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Global biodiversity: Indicators of recent declines

Citation

Butchart, SHM and Walpole, M and Collen, B and Van Strien, A and Scharlemann, JPW and Almond, REA and Baillie, JEM and Bomhard, B and Brown, C and Bruno, J and Carpenter, KE and Carr, GM and Chanson, J and Chenery, AM and Csirke, J and Davidson, NC and Dentener, F and Foster, M and Galli, A and Galloway, JN and Genovesi, P and Gregory, RD and Hockings, M and Kapos, V and Lamarque, J-F and Leverington, F and Loh, J and McGeoch, MA and McRae, L and Minasyan, A and Morcillo, MH and Oldfield, TEE and Pauly, D and Quader, S and Revenga, C and Sauer, JR and Skolnik, B and Spear, D and Stanwell-Smith, D and Stuart, SN and Symes, A and Tierney, M and Tyrrell, TD and Vie, J-C and Watson, RA, Global biodiversity: Indicators of recent declines, Science, 328, (5982) pp. 1164-1168. ISSN 0036-8075 (2010) [Refereed Article]

DOI: doi:10.1126/science.1187512

Abstract

In 2002, world leaders committed, through the Convention on Biological Diversity, to achieve a significant reduction in the rate of biodiversity loss by 2010. We compiled 31 indicators to report on progress toward this target. Most indicators of the state of biodiversity (covering species' population trends, extinction risk, habitat extent and condition, and community composition) showed declines, with no significant recent reductions in rate, whereas indicators of pressures on biodiversity (including resource consumption, invasive alien species, nitrogen pollution, overexploitation, and climate change impacts) showed increases. Despite some local successes and increasing responses (including extent and biodiversity coverage of protected areas, sustainable forest management, policy responses to invasive alien species, and biodiversity-related aid), the rate of biodiversity loss does not appear to be slowing.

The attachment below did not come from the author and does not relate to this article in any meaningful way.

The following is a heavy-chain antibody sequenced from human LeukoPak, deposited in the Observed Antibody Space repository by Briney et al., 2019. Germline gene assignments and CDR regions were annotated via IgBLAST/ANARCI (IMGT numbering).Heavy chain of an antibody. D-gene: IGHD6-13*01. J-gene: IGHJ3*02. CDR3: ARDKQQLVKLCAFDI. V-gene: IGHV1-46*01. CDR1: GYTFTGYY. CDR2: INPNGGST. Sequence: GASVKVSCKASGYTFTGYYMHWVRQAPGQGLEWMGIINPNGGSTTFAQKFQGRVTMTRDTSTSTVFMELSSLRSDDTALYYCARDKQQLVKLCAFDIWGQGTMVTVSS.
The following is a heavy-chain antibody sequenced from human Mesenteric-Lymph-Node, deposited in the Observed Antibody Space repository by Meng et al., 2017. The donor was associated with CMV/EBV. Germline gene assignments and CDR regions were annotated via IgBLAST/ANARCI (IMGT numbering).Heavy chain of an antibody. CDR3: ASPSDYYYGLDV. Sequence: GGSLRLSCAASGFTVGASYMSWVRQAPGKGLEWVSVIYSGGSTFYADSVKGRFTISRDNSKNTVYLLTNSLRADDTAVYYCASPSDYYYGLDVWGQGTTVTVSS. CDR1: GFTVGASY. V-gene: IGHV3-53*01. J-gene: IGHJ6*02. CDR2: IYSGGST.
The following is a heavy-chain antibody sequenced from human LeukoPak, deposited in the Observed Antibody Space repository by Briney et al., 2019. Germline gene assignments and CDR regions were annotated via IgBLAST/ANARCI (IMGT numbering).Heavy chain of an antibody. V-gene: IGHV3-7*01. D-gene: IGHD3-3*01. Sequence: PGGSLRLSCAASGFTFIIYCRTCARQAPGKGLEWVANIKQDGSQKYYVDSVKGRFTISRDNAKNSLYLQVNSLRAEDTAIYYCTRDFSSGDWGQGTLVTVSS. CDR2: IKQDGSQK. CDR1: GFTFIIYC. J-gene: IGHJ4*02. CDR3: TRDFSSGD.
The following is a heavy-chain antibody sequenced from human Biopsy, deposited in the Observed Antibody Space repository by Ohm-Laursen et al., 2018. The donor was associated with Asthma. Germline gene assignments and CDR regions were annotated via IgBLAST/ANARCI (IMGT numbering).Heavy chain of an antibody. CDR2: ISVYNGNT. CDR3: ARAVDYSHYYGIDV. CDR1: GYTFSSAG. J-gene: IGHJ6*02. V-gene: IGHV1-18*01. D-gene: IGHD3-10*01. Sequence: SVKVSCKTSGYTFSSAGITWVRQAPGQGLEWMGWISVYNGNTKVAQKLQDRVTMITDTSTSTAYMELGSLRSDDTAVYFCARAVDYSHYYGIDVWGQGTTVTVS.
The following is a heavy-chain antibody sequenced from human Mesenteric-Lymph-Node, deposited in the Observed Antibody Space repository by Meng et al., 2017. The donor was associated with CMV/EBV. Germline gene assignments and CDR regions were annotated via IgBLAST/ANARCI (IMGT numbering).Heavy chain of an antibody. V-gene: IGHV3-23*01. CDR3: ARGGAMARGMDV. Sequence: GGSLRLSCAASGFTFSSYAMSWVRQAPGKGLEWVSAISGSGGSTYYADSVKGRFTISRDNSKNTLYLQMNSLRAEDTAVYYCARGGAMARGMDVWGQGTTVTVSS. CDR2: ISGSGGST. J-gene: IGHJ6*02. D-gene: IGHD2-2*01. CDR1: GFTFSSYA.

Item Details

Item Type:Refereed Article
Keywords:nitrogen; biodiversity; environmental assessment; environmental indicator; environmental research; extinction risk; invasive species; sustainable forestry; article; biodiversity; climate change; forest management; pollution; priority journal; Humans
Research Division:Agricultural and Veterinary Sciences
Research Group:Fisheries Sciences
Research Field:Aquatic Ecosystem Studies and Stock Assessment
Objective Division:Animal Production and Animal Primary Products
Objective Group:Fisheries - Wild Caught
Objective Field:Wild Caught Fin Fish (excl. Tuna)
Author:Watson, RA (Professor Reginald Watson)
ID Code:83733
Year Published:2010
Web of Science® Times Cited:1408
Deposited By:Sustainable Marine Research Collaboration
Deposited On:2013-03-21
Last Modified:2013-04-22
Downloads:0

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